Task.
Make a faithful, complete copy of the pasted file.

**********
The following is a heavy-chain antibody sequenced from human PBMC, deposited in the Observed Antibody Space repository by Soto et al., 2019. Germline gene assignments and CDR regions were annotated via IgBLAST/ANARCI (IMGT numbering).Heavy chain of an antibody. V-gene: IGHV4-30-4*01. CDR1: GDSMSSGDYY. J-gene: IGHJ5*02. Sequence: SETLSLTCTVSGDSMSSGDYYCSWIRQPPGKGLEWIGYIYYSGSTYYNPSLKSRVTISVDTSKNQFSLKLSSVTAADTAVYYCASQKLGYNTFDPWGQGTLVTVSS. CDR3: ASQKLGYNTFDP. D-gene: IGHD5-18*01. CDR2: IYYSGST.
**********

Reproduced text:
The following is a heavy-chain antibody sequenced from human PBMC, deposited in the Observed Antibody Space repository by Soto et al., 2019. Germline gene assignments and CDR regions were annotated via IgBLAST/ANARCI (IMGT numbering).Heavy chain of an antibody. V-gene: IGHV4-30-4*01. CDR1: GDSMSSGDYY. J-gene: IGHJ5*02. Sequence: SETLSLTCTVSGDSMSSGDYYCSWIRQPPGKGLEWIGYIYYSGSTYYNPSLKSRVTISVDTSKNQFSLKLSSVTAADTAVYYCASQKLGYNTFDPWGQGTLVTVSS. CDR3: ASQKLGYNTFDP. D-gene: IGHD5-18*01. CDR2: IYYSGST.